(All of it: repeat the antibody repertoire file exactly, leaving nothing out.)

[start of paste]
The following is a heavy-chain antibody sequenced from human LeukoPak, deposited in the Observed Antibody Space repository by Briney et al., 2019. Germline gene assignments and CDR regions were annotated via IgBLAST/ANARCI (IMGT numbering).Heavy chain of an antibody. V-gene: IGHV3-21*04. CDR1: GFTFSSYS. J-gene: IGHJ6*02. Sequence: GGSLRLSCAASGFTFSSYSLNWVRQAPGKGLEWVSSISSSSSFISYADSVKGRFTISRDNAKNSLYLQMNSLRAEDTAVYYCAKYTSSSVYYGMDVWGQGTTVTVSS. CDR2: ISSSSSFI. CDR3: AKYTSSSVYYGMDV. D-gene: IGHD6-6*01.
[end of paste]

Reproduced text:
The following is a heavy-chain antibody sequenced from human LeukoPak, deposited in the Observed Antibody Space repository by Briney et al., 2019. Germline gene assignments and CDR regions were annotated via IgBLAST/ANARCI (IMGT numbering).Heavy chain of an antibody. V-gene: IGHV3-21*04. CDR1: GFTFSSYS. J-gene: IGHJ6*02. Sequence: GGSLRLSCAASGFTFSSYSLNWVRQAPGKGLEWVSSISSSSSFISYADSVKGRFTISRDNAKNSLYLQMNSLRAEDTAVYYCAKYTSSSVYYGMDVWGQGTTVTVSS. CDR2: ISSSSSFI. CDR3: AKYTSSSVYYGMDV. D-gene: IGHD6-6*01.